Finally we define the tutorial class. We create the GET and POST methods ( web.py intentionally requires this)to define the behaviour of our web.py app in response to browser client requests. Looking at GET:

    def GET(self):
        form = my_form()
        return render.tutorial(form, "Your text goes here.")

Defining form = my_form() gives us a copy of the form instance we created earlier. The method render.tutorial() returns a rendering of the tutorial HTML template (using the same name tutorial here in the class definition, the call, and eventually the HTML template are important here!), passing the arguments form and the text string to the template at the same time.

Now for POST:

    def POST(self):
        form = my_form()
        form.validates()
        s = form.value['textfield']
        return make_text(s)

Again using a copy of the form instance, we automatically validate it (simply because I haven’t learned how to validate forms yet!). We can then access the value of our textfield box with form.value['textfield'], and send it to our echo function defined earlier.

That’s all you need in the app.py, now to look at the HTML template (located in the templates directory):

$def with (form, text)

<!doctype html>

<html>

    <head>
        <title>Hello</title>
        <link rel="stylesheet" type="text/css" href="/static/tutorial.css" />
        
        <script type="text/javascript" src="/static/jquery.js"></script>
        
        <script type="text/javascript">
                                jQuery(document).ready(function() {
                                jQuery(".button").click(function() {
                                        var input_string = $$("input#textfield").val();
                                        jQuery.ajax({
                                                type: "POST",
                                                data: {textfield : input_string},
                                                success: function(data) {
                                                jQuery('#foo').html(data).hide().fadeIn(1500);
                                                },
                                                });
                                        return false;
                                        });
                                });
        
                        </script>
    </head>
    
    <body>
        <br>
        <form class="form" method="post">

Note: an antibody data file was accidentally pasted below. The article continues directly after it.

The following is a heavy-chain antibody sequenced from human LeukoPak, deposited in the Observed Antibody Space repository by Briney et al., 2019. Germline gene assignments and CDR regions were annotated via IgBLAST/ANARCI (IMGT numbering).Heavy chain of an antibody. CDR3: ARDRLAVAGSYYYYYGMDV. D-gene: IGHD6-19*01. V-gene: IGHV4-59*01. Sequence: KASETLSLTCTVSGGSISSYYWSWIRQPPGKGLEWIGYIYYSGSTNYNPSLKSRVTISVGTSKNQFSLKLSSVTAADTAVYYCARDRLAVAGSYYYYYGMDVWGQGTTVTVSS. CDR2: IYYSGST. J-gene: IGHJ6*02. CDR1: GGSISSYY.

$:form.render()
        <input class="button" type="submit" value="send"/>    
        </form>

        <br><br>
        <span id="foo">$text</span>        
    </body>
    
</html>

(we’ll see how WP handles the syntax styling with that…)

There’s a little more going on here so let’s take it one step at a time.

In a web.py template the first line of the file defines what data is passed to the template by web.py. So here we have $def with (form, text), which as you’ll recall parallels the call we made in the GET method above. So when a client requests this page, those arguments are passed along.

The web.py templating language uses ‘$’ symbols to denote Python expressions (and the arguments passed into the template). To use an actual ‘$’ just escape it with ‘$$’. Note that it’s a popular habit in jQuery to also use the dollar sign to mean the jQuery object, but we can get around that conflict simply by using ‘jQuery’ instead in the JavaScript. There are other ways around that but I like this method for its simplicity and how it feels the same as Python namespaces.

The head tag of the file is nothing special, it just tells us where the CSS and .js files are located (though it’s important to web.py that they’re in static as explained before). The JavaScript that follows needs some more explanation though:

        
        <script type="text/javascript">
                                jQuery(document).ready(function() {
                                jQuery(".button").click(function() {
                                        var input_string = $$("input#textfield").val();